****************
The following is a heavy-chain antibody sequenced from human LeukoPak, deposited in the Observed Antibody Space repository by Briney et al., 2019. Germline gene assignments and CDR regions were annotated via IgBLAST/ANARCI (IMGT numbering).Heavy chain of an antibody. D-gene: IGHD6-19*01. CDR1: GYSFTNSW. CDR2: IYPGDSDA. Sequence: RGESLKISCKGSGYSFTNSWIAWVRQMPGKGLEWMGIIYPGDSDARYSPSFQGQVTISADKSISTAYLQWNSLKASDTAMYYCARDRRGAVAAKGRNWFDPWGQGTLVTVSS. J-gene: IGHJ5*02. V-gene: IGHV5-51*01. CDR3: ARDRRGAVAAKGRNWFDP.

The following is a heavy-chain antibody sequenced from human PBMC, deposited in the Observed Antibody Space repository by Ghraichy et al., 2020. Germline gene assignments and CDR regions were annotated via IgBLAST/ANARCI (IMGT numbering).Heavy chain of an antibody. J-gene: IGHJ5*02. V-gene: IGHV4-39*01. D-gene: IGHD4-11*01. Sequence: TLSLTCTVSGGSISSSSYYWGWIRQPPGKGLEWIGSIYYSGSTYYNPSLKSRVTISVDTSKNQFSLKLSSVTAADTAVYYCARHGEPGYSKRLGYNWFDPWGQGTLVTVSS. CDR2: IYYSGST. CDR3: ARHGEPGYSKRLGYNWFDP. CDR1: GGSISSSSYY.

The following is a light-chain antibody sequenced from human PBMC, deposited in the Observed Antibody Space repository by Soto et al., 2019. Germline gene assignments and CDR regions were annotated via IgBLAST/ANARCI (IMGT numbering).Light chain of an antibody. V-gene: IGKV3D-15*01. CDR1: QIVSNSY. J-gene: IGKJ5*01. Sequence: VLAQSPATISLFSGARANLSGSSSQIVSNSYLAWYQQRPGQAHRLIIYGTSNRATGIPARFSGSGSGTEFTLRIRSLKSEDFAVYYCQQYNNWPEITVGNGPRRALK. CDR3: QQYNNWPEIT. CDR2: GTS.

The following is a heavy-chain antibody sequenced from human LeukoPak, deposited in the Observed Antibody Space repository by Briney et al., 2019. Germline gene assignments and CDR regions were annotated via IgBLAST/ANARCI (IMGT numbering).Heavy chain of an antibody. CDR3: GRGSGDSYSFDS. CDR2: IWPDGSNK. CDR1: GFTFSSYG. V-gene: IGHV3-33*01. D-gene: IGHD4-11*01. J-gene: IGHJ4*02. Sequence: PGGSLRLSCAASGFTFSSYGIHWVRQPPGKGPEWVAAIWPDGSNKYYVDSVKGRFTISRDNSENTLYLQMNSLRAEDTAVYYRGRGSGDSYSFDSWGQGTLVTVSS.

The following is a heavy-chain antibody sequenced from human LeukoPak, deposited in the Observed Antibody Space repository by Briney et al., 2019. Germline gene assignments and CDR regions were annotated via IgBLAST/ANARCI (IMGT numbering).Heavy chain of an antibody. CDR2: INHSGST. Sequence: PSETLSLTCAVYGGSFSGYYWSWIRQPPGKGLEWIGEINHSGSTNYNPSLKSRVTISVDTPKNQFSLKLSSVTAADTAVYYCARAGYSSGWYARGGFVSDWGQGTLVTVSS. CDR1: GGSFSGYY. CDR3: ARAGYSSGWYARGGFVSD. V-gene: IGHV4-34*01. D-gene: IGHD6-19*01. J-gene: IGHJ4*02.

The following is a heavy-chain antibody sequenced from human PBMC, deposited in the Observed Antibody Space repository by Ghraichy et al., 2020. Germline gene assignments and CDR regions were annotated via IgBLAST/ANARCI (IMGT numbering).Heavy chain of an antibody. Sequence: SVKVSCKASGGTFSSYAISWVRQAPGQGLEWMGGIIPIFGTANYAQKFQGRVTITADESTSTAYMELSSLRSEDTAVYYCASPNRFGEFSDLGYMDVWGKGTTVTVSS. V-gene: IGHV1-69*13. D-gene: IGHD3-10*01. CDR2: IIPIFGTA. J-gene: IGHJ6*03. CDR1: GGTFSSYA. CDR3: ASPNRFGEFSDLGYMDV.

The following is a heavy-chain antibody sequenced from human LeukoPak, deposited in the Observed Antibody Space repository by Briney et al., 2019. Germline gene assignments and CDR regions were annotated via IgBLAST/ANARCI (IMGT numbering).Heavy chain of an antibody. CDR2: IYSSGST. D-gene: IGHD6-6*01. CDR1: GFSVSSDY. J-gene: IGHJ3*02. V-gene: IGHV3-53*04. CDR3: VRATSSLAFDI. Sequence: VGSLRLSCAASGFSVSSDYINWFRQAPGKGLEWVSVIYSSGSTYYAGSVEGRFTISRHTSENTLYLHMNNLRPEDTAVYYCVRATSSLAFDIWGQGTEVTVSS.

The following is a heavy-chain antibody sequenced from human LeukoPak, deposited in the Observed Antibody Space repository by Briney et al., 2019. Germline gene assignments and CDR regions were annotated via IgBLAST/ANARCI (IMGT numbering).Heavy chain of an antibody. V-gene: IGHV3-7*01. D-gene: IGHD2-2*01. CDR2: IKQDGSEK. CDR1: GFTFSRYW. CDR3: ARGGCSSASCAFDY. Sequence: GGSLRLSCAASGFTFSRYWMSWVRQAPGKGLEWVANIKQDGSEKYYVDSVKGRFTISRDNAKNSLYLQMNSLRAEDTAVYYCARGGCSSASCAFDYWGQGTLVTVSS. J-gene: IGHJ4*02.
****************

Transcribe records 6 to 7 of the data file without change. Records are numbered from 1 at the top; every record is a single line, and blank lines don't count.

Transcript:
The following is a heavy-chain antibody sequenced from human PBMC, deposited in the Observed Antibody Space repository by Ghraichy et al., 2020. Germline gene assignments and CDR regions were annotated via IgBLAST/ANARCI (IMGT numbering).Heavy chain of an antibody. Sequence: SVKVSCKASGGTFSSYAISWVRQAPGQGLEWMGGIIPIFGTANYAQKFQGRVTITADESTSTAYMELSSLRSEDTAVYYCASPNRFGEFSDLGYMDVWGKGTTVTVSS. V-gene: IGHV1-69*13. D-gene: IGHD3-10*01. CDR2: IIPIFGTA. J-gene: IGHJ6*03. CDR1: GGTFSSYA. CDR3: ASPNRFGEFSDLGYMDV.

The following is a heavy-chain antibody sequenced from human LeukoPak, deposited in the Observed Antibody Space repository by Briney et al., 2019. Germline gene assignments and CDR regions were annotated via IgBLAST/ANARCI (IMGT numbering).Heavy chain of an antibody. CDR2: IYSSGST. D-gene: IGHD6-6*01. CDR1: GFSVSSDY. J-gene: IGHJ3*02. V-gene: IGHV3-53*04. CDR3: VRATSSLAFDI. Sequence: VGSLRLSCAASGFSVSSDYINWFRQAPGKGLEWVSVIYSSGSTYYAGSVEGRFTISRHTSENTLYLHMNNLRPEDTAVYYCVRATSSLAFDIWGQGTEVTVSS.